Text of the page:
Minverva’s daughters: Women at the institute
International Day for Women and Girls in Science: We present female colleagues of the Kohlenforschung
The United Nations have declared the 11th of February as International Day of Women and Girls in Science. We take this as an opportunity to make the women who work at our institute visibile. From now on interviews with female coworkers will be published on a regular basis.
We begin with Claudia Weidenthaler and Marian Guillén, our equal opportunities officers. Claudia Weidenthaler is leader of the “Powder Diffraction and Surface Spectroscopy” group in the Department of Heterogeneous Catalysis. She was born in Germany, studied Geology, Mineralogy and Crystallography. She finished her habilitation in Inorganic Chemistry and has been working as a scientist at the Kohlenforschung since 1999. Marian Guillén is PhD student in the department of Homogeneous Catalysis since April 2021. She comes from Lleida in Spain. She completed her BSc and MSc in chemistry at the University of Barcelona.
What brought you here? Tell us about your way to the Kohlenforschung!
Claudia: Weidenthaler: Coincidence played a role here. At that time, I came from the University of Frankfurt with a third-party-funded project to the institute. After some time, I was offered a substitute position where I established a new area of solid state analytics at the institute and later received a permanent position as a scientist.
Marian Guillén: After completing my MSc, I knew I wanted to work in research. I got in touch with a few institutes and universities around Europe and I eventually decided to join the kofo as a PhD student. This institute is the perfect platform to conduct research in catalysis and it offers an impressive infrastructure along with great scientists.
What do you like about your job?
Claudia: I like that no two days are alike. We constantly need to overcome new challenges, there is never a standstill, we can be creative and we meet so many great, talented, and interesting people.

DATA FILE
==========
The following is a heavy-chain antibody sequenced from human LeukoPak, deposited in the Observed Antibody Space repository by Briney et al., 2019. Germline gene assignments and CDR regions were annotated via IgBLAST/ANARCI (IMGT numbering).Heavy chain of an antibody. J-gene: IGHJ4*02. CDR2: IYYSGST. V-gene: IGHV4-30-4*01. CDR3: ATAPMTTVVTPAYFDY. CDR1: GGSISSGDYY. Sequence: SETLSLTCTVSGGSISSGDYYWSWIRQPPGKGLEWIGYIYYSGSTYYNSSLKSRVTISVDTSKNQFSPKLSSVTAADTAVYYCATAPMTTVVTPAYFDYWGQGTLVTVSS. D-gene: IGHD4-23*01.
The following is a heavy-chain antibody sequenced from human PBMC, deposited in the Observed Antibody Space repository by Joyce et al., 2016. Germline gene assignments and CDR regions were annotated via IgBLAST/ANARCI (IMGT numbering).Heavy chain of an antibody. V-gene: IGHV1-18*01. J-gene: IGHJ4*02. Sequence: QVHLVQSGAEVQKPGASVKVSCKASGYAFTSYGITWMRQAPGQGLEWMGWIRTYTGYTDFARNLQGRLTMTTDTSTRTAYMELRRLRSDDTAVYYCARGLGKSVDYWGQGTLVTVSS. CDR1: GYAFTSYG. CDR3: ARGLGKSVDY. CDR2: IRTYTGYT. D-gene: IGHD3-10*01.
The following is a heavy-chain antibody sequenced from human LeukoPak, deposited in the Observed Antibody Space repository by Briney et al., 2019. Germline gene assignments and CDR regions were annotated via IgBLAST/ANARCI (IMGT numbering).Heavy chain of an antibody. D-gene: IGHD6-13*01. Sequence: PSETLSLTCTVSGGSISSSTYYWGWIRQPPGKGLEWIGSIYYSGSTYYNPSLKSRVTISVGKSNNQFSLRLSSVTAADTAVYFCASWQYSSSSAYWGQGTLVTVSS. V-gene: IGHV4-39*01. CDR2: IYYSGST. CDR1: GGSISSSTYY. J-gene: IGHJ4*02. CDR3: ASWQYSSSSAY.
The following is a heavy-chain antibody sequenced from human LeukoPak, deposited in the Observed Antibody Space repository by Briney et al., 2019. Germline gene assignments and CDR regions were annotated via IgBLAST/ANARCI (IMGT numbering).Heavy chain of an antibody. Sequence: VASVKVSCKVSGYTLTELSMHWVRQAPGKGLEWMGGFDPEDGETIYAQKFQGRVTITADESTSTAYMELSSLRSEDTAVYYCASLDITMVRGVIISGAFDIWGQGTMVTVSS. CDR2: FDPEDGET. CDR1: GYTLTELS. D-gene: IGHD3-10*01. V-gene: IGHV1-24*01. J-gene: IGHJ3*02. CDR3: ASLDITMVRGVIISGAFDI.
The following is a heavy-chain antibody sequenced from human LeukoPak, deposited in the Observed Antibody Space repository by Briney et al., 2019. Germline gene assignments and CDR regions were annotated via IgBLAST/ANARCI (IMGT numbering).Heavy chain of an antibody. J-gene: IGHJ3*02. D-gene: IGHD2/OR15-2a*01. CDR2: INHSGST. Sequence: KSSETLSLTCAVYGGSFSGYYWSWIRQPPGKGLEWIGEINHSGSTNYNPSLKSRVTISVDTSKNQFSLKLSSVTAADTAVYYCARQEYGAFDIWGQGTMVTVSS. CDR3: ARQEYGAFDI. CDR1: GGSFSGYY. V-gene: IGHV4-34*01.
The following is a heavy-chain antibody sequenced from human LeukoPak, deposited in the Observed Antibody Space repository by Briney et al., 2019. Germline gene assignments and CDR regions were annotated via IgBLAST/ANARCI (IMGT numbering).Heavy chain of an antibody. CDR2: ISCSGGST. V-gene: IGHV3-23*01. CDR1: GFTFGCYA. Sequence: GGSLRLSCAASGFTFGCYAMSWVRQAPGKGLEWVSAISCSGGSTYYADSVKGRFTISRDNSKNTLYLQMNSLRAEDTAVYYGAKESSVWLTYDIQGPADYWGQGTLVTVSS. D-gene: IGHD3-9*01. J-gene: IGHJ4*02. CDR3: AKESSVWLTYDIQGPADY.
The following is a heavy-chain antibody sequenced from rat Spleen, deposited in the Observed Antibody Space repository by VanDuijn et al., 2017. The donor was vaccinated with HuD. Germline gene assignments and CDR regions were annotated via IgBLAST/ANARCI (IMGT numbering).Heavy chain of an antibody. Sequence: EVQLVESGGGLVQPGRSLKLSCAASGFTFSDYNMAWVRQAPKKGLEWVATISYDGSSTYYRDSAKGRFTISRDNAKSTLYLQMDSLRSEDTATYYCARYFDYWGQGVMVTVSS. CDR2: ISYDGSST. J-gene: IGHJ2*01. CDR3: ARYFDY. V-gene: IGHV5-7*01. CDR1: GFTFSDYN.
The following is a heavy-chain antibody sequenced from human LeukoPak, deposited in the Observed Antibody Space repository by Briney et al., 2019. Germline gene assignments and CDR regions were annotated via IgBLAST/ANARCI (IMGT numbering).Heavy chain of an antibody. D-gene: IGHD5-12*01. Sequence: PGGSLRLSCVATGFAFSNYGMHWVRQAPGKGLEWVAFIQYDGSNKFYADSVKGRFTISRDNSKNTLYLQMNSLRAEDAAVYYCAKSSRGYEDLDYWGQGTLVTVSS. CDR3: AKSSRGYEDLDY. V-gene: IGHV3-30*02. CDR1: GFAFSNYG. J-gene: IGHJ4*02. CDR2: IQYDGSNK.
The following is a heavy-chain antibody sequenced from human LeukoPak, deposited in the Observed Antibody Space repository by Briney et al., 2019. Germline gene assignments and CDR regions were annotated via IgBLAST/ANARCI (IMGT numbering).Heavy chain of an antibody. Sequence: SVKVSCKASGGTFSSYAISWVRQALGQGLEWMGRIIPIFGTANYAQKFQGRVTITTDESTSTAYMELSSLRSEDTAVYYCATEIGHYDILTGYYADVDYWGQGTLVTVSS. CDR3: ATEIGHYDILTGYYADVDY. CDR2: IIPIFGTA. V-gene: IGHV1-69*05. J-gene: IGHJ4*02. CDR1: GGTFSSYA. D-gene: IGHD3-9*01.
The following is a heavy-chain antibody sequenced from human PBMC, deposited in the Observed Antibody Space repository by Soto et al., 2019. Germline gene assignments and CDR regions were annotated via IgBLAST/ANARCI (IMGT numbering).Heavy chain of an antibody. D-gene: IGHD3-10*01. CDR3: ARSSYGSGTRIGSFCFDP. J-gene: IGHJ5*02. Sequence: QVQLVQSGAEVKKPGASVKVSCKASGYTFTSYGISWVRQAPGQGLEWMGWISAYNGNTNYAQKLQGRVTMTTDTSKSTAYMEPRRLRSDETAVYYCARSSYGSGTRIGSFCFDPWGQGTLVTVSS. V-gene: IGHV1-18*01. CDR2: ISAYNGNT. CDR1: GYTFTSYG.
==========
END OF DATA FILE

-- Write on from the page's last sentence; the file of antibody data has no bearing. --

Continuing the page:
Marian: I enjoy the flexibility and autonomy in developing projects and ideas.
What are your professional goals?
Claudia: I think I have achieved a lot in my life, but if I have to name goals, they are staying curious and critical and never lose the fun in science.
Marian: I would love to work in a job that has some social impact and empowers people. Social causes have a strong motivational influence on me. Ideally, I would like to use my scientific background to improve the lives of communities and make a positive impact on society.
What was your most difficult step so far?
Claudia: Looking back, I have to say there was more than one difficult step. One of the more difficult ones was certainly the decision to leave my permanent position as a mineralogist at the university and to venture into something new and uncertain by switching to chemistry. But that was a good decision.
Marian: Moving abroad and starting a life in Germany.
Who is your Role Model?
Claudia: Good question! Female scientists of my generation did not have an easy time finding female role models at universities or research institutions in natural sciences. I would say, Marie Curie, Rosalind Franklin and Lise Meitner are excellent role models. They never let themselves be defeated, even though their achievements were widely ignored and they had to overcome a lot of resistance.
Marian: My mother has always been a role model for me.
What is your advice to young girls interested in a job in a scientific institution?
Claudia: Never give up, always keep going and do what you enjoy.
Marian: Seek support from your female colleagues - no one better than them can understand the obstacles when pursuing a career in science. Sharing experiences, advising, and helping each other can be life-changing.
If you could make one wish: What would it be?
Claudia: That all people would be treated equally, regardless of gender, skin color and origin. The basic rights of women and girls to freedom, physical and mental integrity and education must be respected.
Marian: Repect and love for everyone.
Find more information on the International Day for Women and Girls in Science over here.